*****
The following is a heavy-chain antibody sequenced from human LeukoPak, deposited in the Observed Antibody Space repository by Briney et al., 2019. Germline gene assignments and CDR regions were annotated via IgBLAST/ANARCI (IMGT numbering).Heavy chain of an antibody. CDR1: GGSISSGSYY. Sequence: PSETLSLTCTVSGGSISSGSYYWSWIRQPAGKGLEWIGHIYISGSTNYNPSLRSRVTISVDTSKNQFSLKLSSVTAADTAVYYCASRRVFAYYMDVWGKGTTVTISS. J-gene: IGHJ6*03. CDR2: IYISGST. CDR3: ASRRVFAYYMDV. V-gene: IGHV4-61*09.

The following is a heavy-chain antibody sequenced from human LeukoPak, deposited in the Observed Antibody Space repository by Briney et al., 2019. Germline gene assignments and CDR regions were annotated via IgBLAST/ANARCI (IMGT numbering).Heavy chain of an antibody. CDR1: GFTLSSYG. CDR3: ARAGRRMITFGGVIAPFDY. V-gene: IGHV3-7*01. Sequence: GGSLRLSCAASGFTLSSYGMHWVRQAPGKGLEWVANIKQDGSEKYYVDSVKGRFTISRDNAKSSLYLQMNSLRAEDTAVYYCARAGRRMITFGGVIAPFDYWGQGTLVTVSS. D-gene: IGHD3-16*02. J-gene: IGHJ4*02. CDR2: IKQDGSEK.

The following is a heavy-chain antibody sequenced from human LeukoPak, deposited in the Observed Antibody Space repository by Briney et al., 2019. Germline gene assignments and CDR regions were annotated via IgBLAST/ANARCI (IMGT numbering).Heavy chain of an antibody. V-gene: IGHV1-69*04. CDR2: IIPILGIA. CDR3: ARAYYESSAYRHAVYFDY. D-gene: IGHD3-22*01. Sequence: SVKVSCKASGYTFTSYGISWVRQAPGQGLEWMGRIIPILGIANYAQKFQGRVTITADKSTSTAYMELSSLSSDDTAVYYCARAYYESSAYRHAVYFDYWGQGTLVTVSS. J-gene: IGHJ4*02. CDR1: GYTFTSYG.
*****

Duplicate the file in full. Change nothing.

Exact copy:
The following is a heavy-chain antibody sequenced from human LeukoPak, deposited in the Observed Antibody Space repository by Briney et al., 2019. Germline gene assignments and CDR regions were annotated via IgBLAST/ANARCI (IMGT numbering).Heavy chain of an antibody. CDR1: GGSISSGSYY. Sequence: PSETLSLTCTVSGGSISSGSYYWSWIRQPAGKGLEWIGHIYISGSTNYNPSLRSRVTISVDTSKNQFSLKLSSVTAADTAVYYCASRRVFAYYMDVWGKGTTVTISS. J-gene: IGHJ6*03. CDR2: IYISGST. CDR3: ASRRVFAYYMDV. V-gene: IGHV4-61*09.

The following is a heavy-chain antibody sequenced from human LeukoPak, deposited in the Observed Antibody Space repository by Briney et al., 2019. Germline gene assignments and CDR regions were annotated via IgBLAST/ANARCI (IMGT numbering).Heavy chain of an antibody. CDR1: GFTLSSYG. CDR3: ARAGRRMITFGGVIAPFDY. V-gene: IGHV3-7*01. Sequence: GGSLRLSCAASGFTLSSYGMHWVRQAPGKGLEWVANIKQDGSEKYYVDSVKGRFTISRDNAKSSLYLQMNSLRAEDTAVYYCARAGRRMITFGGVIAPFDYWGQGTLVTVSS. D-gene: IGHD3-16*02. J-gene: IGHJ4*02. CDR2: IKQDGSEK.

The following is a heavy-chain antibody sequenced from human LeukoPak, deposited in the Observed Antibody Space repository by Briney et al., 2019. Germline gene assignments and CDR regions were annotated via IgBLAST/ANARCI (IMGT numbering).Heavy chain of an antibody. V-gene: IGHV1-69*04. CDR2: IIPILGIA. CDR3: ARAYYESSAYRHAVYFDY. D-gene: IGHD3-22*01. Sequence: SVKVSCKASGYTFTSYGISWVRQAPGQGLEWMGRIIPILGIANYAQKFQGRVTITADKSTSTAYMELSSLSSDDTAVYYCARAYYESSAYRHAVYFDYWGQGTLVTVSS. J-gene: IGHJ4*02. CDR1: GYTFTSYG.